Historical Content Note: The following material is reprinted from publications from throughout Fermilab's history. It should be read in its original historical context.

Caltech Group Detects Neutrinos

(L-R) Dave Buchholz, Henrl Suter and Dennis Shields stand at the downstream end of the 170-ton neutrino target. The neutrino beam enters the apparatus through the wall at the rear of the photo. In the foreground are large-area spark chambers, used for the detection of muons resulting from the neutrino interaction

In 1971, NAL Director Robert R. Wilson told the Users' Organization that "one of the first alms of experiments on the NAL accelerator system will be the detection of a neutrino. I feel that we then will be in business to do experiments on our accelerator..."

Neutrinos, which have neither charge nor mass, are very difficult particles to detect experimentally. They play a very prominent role in the study of the weak interaction, because they only interact via the weak force, about which relatively little is known.

Months have passed since this comment was made, many long hours have been devoted to completing and refining the NAL accelerator, and Dr. Wilson's wish for the detection of a neutrino has been fulfilled. The Experiment 21 group, headed by Professors Barry Barish and Frank Scuilli, from the California Institute of Technology, detected neutrinos in their apparatus last November. They are making tests in the neutrino beam in anticipation of measurements they hope to pursue in 1972. It was an exciting time for all those connected with the experiment. At the February 7th Director's Meeting, Dr. Barish described recent developments in the Wonder Building:

"As most people know, in November 1971 we first saw neutrinos, which at that point wasn't much more than proving to us that the accelerator really existed and something came out. We were set up in a mode where all we could do was see neutrinos interact -- we couldn't even attempt to look at the properties of high energy neutrino interactions. We were over-constraining ourselves in as many ways as possible, in order to make sure that we could really detect neutrinos and believe it.

By January 1972... fortunately the energy of the machine went up to 300 GeV and we got something like 3 x 1016 protons on our target, which gave us our first opportunity to obtain a reasonable number of events. Quite a few people who were around here at the time actually saw events coming in. At one time, for example, we had two events on successive pulses, which seems to be a record.

Since then we looked very hard at what we had. We saw some examples of neutrino interactions of over 100 GeV. Over half of our events were analyzable, and for a first attempt, that's encouraging. We know what we have to do to get at the rest, and we're just in the process of trying to understand and improve the apparatus, beam, and so forth. We have lots of tests to make, but I don't think it will be very long before we'll be able to say something. Right now, however, we remain very, very silent."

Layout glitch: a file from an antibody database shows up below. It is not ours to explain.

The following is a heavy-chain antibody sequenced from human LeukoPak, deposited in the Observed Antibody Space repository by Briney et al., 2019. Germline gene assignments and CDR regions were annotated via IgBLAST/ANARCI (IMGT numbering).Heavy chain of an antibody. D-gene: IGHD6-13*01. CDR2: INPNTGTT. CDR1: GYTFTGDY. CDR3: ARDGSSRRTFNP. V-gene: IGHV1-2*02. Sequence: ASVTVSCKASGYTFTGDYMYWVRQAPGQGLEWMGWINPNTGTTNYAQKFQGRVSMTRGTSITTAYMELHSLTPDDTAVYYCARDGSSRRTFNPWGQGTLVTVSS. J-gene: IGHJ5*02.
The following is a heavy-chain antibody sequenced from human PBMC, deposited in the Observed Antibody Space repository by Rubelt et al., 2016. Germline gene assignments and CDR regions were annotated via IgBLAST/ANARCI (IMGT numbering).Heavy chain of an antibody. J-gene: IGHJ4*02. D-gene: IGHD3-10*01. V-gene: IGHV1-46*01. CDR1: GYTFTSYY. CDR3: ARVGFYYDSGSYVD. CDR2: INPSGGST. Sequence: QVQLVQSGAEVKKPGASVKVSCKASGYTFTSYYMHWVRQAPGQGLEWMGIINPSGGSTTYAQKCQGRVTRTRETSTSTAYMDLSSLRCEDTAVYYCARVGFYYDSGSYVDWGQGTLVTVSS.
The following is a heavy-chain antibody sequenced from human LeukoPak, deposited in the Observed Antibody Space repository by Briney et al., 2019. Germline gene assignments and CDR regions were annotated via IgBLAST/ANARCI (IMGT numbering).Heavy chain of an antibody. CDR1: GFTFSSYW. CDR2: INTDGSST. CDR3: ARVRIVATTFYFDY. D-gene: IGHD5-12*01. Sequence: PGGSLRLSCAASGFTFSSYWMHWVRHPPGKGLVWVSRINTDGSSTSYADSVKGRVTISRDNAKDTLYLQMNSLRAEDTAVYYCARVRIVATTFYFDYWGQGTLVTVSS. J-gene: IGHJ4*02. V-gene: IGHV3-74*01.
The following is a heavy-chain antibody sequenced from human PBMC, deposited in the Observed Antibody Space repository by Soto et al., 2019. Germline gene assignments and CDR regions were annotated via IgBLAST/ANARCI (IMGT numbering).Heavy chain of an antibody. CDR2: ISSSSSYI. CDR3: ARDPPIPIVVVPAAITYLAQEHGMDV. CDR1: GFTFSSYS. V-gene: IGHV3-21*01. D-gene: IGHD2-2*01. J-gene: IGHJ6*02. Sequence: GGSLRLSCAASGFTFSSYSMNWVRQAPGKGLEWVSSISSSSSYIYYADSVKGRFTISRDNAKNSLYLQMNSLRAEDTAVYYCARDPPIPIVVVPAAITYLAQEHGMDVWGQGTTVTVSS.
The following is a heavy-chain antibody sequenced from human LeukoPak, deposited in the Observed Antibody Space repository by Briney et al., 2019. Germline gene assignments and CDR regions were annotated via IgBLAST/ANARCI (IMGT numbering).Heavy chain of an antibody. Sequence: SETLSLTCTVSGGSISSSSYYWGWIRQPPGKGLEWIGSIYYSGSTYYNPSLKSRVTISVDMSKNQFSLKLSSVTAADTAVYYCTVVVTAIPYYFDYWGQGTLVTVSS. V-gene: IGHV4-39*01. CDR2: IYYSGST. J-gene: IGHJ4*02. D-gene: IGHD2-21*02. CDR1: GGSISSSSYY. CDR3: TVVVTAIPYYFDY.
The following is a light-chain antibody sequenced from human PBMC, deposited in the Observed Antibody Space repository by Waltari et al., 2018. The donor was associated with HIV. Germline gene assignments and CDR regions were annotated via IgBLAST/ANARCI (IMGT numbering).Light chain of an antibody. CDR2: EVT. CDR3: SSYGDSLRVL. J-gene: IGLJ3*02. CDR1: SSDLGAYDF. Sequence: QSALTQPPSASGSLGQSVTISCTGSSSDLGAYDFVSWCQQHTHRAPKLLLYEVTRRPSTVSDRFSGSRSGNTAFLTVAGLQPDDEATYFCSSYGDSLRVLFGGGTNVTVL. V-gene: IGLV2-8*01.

The Caltech group conducted more tests to be sure their apparatus was working properly and determined which "pieces of physics" were sensible to pursue with it, and then finally, to complete the experiment.

Their experiment was assembled with the help and support of the NAL Neutrino Section. The Caltech experimenters consisted of a small, dedicated group. Dennis Shields built and installed much of the equipment one sees in the Wonder Building. The sophisticated ON-LINE data acquisition system used in the experiment was developed by Fritz Bartlett. George Krafczyk of NAL made important contributions to almost every facet of the experiment. David Buchholz and Henri Suter, (a CalTech visitor from University of Geneva) joined the experiment, adding both new stimulation and an international flavor to the group. Al Maschke, from Brookhaven National Laboratory and Yori Nagashima, who has returned to Japan, also contributed. CalTech thesis students, Tom Humphrey and Frank Merritt, were the real heart and soul of the experiment.

What the group next hopes to investigate is the behavior of the weak interaction - force - at the very high energies possible with the NAL accelerator.

The weak interaction has been studied extensively in decays of unstable particles and radioactive nuclei, in which the energy released is in the range of approximately zero to 500 MeV. For a number of theoretical reasons, physicists expect that the picture of the weak interaction which has emerged from such particle decay experiments will change when higher energies are used, although the precise nature of the change remains conjecture. New phenomena, or even a new particle, may be discovered. No carrier of the force - a field particle, so to speak - has as yet been identified for the weak interaction, although the so-called W-particle or intermediate vector boson has been postulated. It just might be produced at higher energies. Nobody knows.

Experiments at CERN using neutrinos at energies up to 10 GeV showed no noticeable deviation from the known theory of weak interactions. Neutrino physics is so interesting and exciting that several other experiments were approved, including those for the 15-foot Bubble Chamber.

Whether the NAL accelerator, which yields neutrino energies more than ten times greater than any studied to date, will provide enough energy to see any new phenomena or to prove the existence of the W-particle and thus, further explain this puzzling nuclear force, remains to be seen.

If it does, as Dr. Wilson enthusiastically remarked at that same Director's Meeting, "just that one thing will make the whole Laboratory worthwhile."